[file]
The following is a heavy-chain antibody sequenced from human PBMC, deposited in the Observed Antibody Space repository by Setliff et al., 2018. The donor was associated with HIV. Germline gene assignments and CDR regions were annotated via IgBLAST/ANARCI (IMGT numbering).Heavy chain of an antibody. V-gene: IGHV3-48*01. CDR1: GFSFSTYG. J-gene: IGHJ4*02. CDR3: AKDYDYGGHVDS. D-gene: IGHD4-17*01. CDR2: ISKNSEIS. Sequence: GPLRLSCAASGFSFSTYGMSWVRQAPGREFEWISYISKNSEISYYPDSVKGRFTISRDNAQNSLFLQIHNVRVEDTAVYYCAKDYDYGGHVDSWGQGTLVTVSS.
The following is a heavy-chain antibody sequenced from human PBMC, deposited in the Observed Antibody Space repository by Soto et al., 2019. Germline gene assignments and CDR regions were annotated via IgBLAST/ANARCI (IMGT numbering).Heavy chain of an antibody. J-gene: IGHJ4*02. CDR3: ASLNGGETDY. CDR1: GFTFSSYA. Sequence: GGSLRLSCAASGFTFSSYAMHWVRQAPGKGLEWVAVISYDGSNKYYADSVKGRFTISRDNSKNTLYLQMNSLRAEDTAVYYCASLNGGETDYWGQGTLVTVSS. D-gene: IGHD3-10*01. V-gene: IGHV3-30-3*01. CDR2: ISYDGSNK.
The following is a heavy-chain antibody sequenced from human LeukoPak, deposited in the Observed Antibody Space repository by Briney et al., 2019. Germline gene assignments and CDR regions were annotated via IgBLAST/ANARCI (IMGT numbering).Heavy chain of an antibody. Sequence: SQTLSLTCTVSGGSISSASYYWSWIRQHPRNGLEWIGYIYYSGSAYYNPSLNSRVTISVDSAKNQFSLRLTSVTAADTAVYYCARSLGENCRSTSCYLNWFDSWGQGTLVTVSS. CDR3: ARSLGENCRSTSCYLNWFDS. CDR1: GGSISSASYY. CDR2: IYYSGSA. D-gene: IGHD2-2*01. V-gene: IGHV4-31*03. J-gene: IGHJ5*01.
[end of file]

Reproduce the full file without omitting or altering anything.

The following is a heavy-chain antibody sequenced from human PBMC, deposited in the Observed Antibody Space repository by Setliff et al., 2018. The donor was associated with HIV. Germline gene assignments and CDR regions were annotated via IgBLAST/ANARCI (IMGT numbering).Heavy chain of an antibody. V-gene: IGHV3-48*01. CDR1: GFSFSTYG. J-gene: IGHJ4*02. CDR3: AKDYDYGGHVDS. D-gene: IGHD4-17*01. CDR2: ISKNSEIS. Sequence: GPLRLSCAASGFSFSTYGMSWVRQAPGREFEWISYISKNSEISYYPDSVKGRFTISRDNAQNSLFLQIHNVRVEDTAVYYCAKDYDYGGHVDSWGQGTLVTVSS.
The following is a heavy-chain antibody sequenced from human PBMC, deposited in the Observed Antibody Space repository by Soto et al., 2019. Germline gene assignments and CDR regions were annotated via IgBLAST/ANARCI (IMGT numbering).Heavy chain of an antibody. J-gene: IGHJ4*02. CDR3: ASLNGGETDY. CDR1: GFTFSSYA. Sequence: GGSLRLSCAASGFTFSSYAMHWVRQAPGKGLEWVAVISYDGSNKYYADSVKGRFTISRDNSKNTLYLQMNSLRAEDTAVYYCASLNGGETDYWGQGTLVTVSS. D-gene: IGHD3-10*01. V-gene: IGHV3-30-3*01. CDR2: ISYDGSNK.
The following is a heavy-chain antibody sequenced from human LeukoPak, deposited in the Observed Antibody Space repository by Briney et al., 2019. Germline gene assignments and CDR regions were annotated via IgBLAST/ANARCI (IMGT numbering).Heavy chain of an antibody. Sequence: SQTLSLTCTVSGGSISSASYYWSWIRQHPRNGLEWIGYIYYSGSAYYNPSLNSRVTISVDSAKNQFSLRLTSVTAADTAVYYCARSLGENCRSTSCYLNWFDSWGQGTLVTVSS. CDR3: ARSLGENCRSTSCYLNWFDS. CDR1: GGSISSASYY. CDR2: IYYSGSA. D-gene: IGHD2-2*01. V-gene: IGHV4-31*03. J-gene: IGHJ5*01.